Ratings Key



★★★★
= Excellent. The best the genre has to offer.
★★★
1/2 = Very Good. Perhaps not "perfect," but undoubtedly a must-see.
★★★ = Good. Accomplishes what it sets out to do and does it well.
★★1/2 = Fair. Clearly flawed and nothing spectacular, but competently made. OK entertainment.
★★ = Mediocre. Either highly uneven or by-the-numbers and uninspired.
1/2 = Bad. Very little to recommend.
= Very Bad. An absolute chore to sit through.
NO STARS! = Abysmal. Unwatchable dreck that isn't even bad-movie amusing.
SBIG = So Bad It's Good. Technically awful movies with massive entertainment value.

Monday, August 26, 2013

Gingerdead Man, The (2005)

Directed by:
Charles Band

Millard Findlemeyer (Gary Busey) robs Cadillac Jack's Diner and decides to shoot and stab all of the customers while he's there. Among the victims are bakery owner James Leigh (Newell Alexander) and his two grown children. The daughter - Sarah (Robin Sydney) - was lucky enough to survive her gunshot wound that fateful day, and it was her testimony that eventually ended up putting Millard away and onto death row. After his date with the electric chair, Millard's body is cremated and his ashes are sent back to his mother. Two days after the execution, Sarah is at work at her family's bakery when someone wearing a black cloak leaves a box of "Grandma's Gingerbread Seasoning" at the back door. Sarah's highly annoying, profession wrestling obsessed co-worker Brick (Jonathan Chase) accidentally cuts himself while opening the box and drizzles some blood into the seasoning. Never mind that, it's mixed in with some flour anyway to make cookie dough. With that level of quality control, it's no wonder the place on the verge of closing down.






Across the street, a chain restaurant is about to open that threatens to put the Leigh's bakery out of business. Sarah's mother Betty (Margaret Blye), who's taken to the bottle since the murders of her husband and son, attempts to shoot their banner down with a shotgun. Jimmy Dean (Larry Cedar), the loud-mouth, cowboy-hat-wearing owner of the rival eatery who has a bitchy, wanna-be model daughter named Lorna (Alexia Aleman), offers to buy Sarah out for 50,000 thousand dollars but she refuses. Lorna sneaks in with a rat in an attempt to get them closed down by the health department, the ladies get into a cat fight, Lorna's punk-with-a-heart-of-gold boyfriend Amos (Ryan Locke) pops in to break them up, the oven goes haywire and a large gingerbread cookie baking in the oven comes to life. Yes, a walking, talking, killing gingerbread cookie voiced by Gary Busey. If that doesn't scream "Camp!" I don't know what does. The cookie gets to cut off a finger, jump in a car and smash a guy against the wall and knock a girl out with a skillet and then make an ice cream sundae out of her (complete with strategically placed cherries). It also gets to make terrible jokes about ladyfingers, drunks and reminds us that it "sure ain't the Pillsbury Fucking Doughboy."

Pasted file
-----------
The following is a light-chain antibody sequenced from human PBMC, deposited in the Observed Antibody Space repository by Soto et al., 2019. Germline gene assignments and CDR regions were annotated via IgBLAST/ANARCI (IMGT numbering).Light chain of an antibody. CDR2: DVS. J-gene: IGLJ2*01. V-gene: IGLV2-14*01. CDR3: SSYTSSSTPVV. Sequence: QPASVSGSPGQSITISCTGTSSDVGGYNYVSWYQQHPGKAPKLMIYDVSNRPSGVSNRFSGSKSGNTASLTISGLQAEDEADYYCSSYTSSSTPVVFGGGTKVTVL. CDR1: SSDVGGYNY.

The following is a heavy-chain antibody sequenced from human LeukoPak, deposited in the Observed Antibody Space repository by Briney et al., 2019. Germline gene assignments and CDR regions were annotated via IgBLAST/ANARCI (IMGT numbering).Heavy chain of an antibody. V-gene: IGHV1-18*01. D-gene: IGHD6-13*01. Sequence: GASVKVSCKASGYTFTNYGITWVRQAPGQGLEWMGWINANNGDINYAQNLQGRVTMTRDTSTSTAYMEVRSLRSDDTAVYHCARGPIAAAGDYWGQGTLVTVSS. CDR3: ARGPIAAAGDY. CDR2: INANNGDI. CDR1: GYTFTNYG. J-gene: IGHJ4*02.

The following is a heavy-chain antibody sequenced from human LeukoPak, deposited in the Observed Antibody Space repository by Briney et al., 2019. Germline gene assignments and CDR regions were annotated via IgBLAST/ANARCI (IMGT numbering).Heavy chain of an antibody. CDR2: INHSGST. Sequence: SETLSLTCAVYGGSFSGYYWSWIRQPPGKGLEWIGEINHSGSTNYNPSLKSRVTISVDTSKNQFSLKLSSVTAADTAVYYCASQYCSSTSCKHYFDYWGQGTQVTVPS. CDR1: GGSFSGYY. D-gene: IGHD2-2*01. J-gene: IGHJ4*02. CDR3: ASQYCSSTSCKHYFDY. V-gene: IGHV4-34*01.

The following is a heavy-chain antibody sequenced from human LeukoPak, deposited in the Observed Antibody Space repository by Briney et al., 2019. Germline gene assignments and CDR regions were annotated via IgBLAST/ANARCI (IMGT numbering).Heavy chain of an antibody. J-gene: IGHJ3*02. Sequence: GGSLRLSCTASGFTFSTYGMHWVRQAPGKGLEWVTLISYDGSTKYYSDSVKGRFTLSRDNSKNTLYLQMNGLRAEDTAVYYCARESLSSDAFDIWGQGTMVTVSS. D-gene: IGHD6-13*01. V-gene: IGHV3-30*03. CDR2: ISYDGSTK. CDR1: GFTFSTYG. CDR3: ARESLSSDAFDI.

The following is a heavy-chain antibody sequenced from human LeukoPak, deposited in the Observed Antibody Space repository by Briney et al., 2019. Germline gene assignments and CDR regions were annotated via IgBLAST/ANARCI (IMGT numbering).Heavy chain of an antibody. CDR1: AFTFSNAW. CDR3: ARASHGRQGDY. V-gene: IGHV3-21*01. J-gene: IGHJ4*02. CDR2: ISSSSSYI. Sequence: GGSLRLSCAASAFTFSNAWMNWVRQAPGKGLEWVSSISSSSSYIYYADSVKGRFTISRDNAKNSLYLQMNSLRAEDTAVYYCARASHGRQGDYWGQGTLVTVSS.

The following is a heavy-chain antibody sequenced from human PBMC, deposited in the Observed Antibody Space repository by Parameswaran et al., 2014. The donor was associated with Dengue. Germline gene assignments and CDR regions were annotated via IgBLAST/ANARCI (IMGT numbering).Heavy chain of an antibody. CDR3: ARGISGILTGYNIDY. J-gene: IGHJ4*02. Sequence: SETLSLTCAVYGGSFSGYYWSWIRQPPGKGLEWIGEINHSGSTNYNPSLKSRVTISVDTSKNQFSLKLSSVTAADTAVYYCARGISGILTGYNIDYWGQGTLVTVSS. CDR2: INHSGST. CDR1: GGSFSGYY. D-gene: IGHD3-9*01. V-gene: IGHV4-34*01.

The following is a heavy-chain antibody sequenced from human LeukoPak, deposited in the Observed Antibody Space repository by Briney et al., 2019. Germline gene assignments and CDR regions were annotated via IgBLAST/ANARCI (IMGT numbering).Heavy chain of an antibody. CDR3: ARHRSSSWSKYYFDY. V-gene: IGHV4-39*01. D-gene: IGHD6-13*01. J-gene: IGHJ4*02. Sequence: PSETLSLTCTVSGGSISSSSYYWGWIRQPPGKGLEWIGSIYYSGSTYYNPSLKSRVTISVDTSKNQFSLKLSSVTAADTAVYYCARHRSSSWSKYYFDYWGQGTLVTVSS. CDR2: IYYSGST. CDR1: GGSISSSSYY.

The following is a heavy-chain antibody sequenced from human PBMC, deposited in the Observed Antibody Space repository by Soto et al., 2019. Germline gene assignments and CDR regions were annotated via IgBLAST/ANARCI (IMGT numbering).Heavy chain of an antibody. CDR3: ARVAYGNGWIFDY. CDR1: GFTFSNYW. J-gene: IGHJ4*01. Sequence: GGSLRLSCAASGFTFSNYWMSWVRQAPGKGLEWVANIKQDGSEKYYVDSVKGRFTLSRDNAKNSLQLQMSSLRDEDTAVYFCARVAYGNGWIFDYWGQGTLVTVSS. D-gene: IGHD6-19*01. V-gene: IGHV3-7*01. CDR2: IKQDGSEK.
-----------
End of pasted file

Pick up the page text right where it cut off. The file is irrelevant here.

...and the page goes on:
Because of Busey's presence (he has about five minutes of actual screen time and the rest is just him voicing the cookie) and the ridiculous, outlandish premise, this ended up making money on DVD. Unfortunately, it's all rather terrible... and not in a very good or enjoyable way either. This is one of those movies that tries to defy being called idiotic by being intentionally idiotic: it wants so desperately to be camp. Therein lies the big problem; this is far too forced and obvious to be even remotely amusing if you're above the age of about 8. The combination of terrible acting, awful dialogue, corny one-liners, murky, flat-looking photography, poor lighting and, perhaps most especially, a roster of extremely annoying, toilet mouthed, over-the-top characters sink this in no time. There's not enough material here to even push this to a proper feature run-time. If you exclude the very-slow-moving opening and closing credits, this actually runs less than one hour.






John Carl Buechler and Magical Media Industries created the creature effects, though there's not much in the way of gore and the body count is surprisingly low. It was co-written by Silvia St. Croix (probably a pseudonym for William Butler), who went on to direct GINGERDEAD MAN 2: PASSION OF THE CRUST (2008). There was also GINGERDEAD MAN 3: SATURDAY NIGHT CLEAVER (2011).

No comments:

Related Posts Plugin for WordPress, Blogger...